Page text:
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Employees of all industries are looking for a basic portfolio of benefits to help them protect their health and gain optimal financial security—for themselves and their families. But for employees in the construction industry, many of those benefits needs are heightened due to daily tasks that involve climbing, lifting, reaching, stretching and braving the weather elements. High-risk activity means it’s essential to keep a closer eye on physical safety and general well-being in the workplace. 

When it comes to offering a benefits strategy that helps deliver on this need, there’s a simple formula to keep in mind: More  benefits choices and more benefits education means greater loyalty and higher productivity.

According to MetLife’s 14th Employee Benefits Trends Survey, because of the heightened potential for risk, many construction industry employers offer 100 percent employer-paid benefits: 38 percent for medical, 35 percent for prescription, 34 percent for vision and 33 percent for dental. And, 37 percent of construction employers say that offering short-term disability insurance contributes to their employees’ productivity.

Yet, 46 percent of construction employees say they want more medical benefits. Sixteen percent of these employees do not have medical benefits at all, 25 percent do not have prescription coverage, 32 percent do not have dental, and 34 percent do not have life insurance. Another 28 percent get their benefits through external third parties rather than their employer.

Not having access to such critical benefits has multiple effects. The most notable impact is on employee loyalty and the intent to stay with the employer. Across all industries, the study finds that among those who are offered one to five benefits, 68 percent say that they intend to still be working for their organizations in the next 12 months. That percentage jumps to 78 percent for those offered six to 10 benefits, and then to 82 percent for those offered 11 to 15 benefits.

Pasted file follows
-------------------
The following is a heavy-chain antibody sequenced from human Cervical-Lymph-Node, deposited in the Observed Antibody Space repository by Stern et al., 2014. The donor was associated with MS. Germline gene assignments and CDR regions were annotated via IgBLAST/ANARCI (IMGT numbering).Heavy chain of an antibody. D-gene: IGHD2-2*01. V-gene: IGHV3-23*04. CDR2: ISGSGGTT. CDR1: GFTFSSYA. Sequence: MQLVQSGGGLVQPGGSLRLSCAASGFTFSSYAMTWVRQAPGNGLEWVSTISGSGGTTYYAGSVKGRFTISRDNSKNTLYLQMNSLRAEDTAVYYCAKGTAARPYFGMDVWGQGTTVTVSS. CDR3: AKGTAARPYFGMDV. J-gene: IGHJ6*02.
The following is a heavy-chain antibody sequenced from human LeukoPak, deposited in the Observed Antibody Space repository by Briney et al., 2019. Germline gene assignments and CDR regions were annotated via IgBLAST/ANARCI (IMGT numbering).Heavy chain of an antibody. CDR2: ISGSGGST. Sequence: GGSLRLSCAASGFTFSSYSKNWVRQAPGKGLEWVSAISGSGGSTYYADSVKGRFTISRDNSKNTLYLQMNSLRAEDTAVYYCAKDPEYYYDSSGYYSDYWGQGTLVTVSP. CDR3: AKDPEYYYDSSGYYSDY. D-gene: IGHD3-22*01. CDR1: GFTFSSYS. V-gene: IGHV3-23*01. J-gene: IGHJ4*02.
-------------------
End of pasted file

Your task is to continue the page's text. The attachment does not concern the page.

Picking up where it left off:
Not understanding how to best utilize available benefit options creates another ripple effect. The study finds that construction employees would like some form of financial education through the workplace, but many are not receiving it. Eighty percent of construction employees say that their company does not provide financial education workshops (corroborated by 71 percent of construction employers). At the same time, 60 percent of construction employees say that one-on-one consulting helps them understand financial needs.

Thirty-one percent of construction workers say they are less productive at work because of financial worries. With these tools, employers have a unique opportunity to provide much-requested training, education and one-on-one guidance, and help alleviate outside stressors that impact their workers.

Simple fixes can yield high value. Construction leaders should evaluate the medical and non-medical benefits they offer and spend some quality time with their workforce to get clarity on desired benefits choices. Enrollment season is not far away, making it a great time to reassess the company’s benefits package, fill any benefits gaps, and educate the workforce to ultimately increase loyalty and commitment and create happy and productive employees.

Jim Hardman is an executive at MetLife Specialty Markets, an inductee in the MetLife Hall of Fame and has served as chairman of the MetLife Advisory Council. For more information, email jhardman@metlife.com

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